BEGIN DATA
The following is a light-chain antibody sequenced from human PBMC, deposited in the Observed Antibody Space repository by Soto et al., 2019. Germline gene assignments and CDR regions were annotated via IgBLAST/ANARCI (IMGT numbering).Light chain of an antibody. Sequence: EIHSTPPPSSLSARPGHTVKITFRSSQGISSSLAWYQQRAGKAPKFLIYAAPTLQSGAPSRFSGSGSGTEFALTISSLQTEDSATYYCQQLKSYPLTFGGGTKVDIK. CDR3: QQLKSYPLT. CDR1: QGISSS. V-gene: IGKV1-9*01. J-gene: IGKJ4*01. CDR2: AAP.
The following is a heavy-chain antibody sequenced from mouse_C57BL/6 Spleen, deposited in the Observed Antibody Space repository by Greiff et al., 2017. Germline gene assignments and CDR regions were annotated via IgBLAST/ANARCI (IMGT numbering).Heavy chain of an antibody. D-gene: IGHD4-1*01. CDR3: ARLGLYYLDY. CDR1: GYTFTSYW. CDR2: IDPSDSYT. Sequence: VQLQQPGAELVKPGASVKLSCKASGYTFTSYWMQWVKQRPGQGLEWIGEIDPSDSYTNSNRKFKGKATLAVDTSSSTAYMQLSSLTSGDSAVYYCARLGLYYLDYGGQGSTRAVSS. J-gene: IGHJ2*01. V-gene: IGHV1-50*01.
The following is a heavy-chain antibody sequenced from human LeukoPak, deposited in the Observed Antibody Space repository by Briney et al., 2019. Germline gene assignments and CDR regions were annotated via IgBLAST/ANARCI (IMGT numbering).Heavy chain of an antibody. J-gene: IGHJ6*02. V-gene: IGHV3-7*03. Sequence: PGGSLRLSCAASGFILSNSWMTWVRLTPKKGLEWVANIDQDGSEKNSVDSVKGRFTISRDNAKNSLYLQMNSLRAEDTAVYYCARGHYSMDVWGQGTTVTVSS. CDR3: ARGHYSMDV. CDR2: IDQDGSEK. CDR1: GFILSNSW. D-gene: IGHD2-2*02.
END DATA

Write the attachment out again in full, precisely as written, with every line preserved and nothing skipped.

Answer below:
The following is a light-chain antibody sequenced from human PBMC, deposited in the Observed Antibody Space repository by Soto et al., 2019. Germline gene assignments and CDR regions were annotated via IgBLAST/ANARCI (IMGT numbering).Light chain of an antibody. Sequence: EIHSTPPPSSLSARPGHTVKITFRSSQGISSSLAWYQQRAGKAPKFLIYAAPTLQSGAPSRFSGSGSGTEFALTISSLQTEDSATYYCQQLKSYPLTFGGGTKVDIK. CDR3: QQLKSYPLT. CDR1: QGISSS. V-gene: IGKV1-9*01. J-gene: IGKJ4*01. CDR2: AAP.
The following is a heavy-chain antibody sequenced from mouse_C57BL/6 Spleen, deposited in the Observed Antibody Space repository by Greiff et al., 2017. Germline gene assignments and CDR regions were annotated via IgBLAST/ANARCI (IMGT numbering).Heavy chain of an antibody. D-gene: IGHD4-1*01. CDR3: ARLGLYYLDY. CDR1: GYTFTSYW. CDR2: IDPSDSYT. Sequence: VQLQQPGAELVKPGASVKLSCKASGYTFTSYWMQWVKQRPGQGLEWIGEIDPSDSYTNSNRKFKGKATLAVDTSSSTAYMQLSSLTSGDSAVYYCARLGLYYLDYGGQGSTRAVSS. J-gene: IGHJ2*01. V-gene: IGHV1-50*01.
The following is a heavy-chain antibody sequenced from human LeukoPak, deposited in the Observed Antibody Space repository by Briney et al., 2019. Germline gene assignments and CDR regions were annotated via IgBLAST/ANARCI (IMGT numbering).Heavy chain of an antibody. J-gene: IGHJ6*02. V-gene: IGHV3-7*03. Sequence: PGGSLRLSCAASGFILSNSWMTWVRLTPKKGLEWVANIDQDGSEKNSVDSVKGRFTISRDNAKNSLYLQMNSLRAEDTAVYYCARGHYSMDVWGQGTTVTVSS. CDR3: ARGHYSMDV. CDR2: IDQDGSEK. CDR1: GFILSNSW. D-gene: IGHD2-2*02.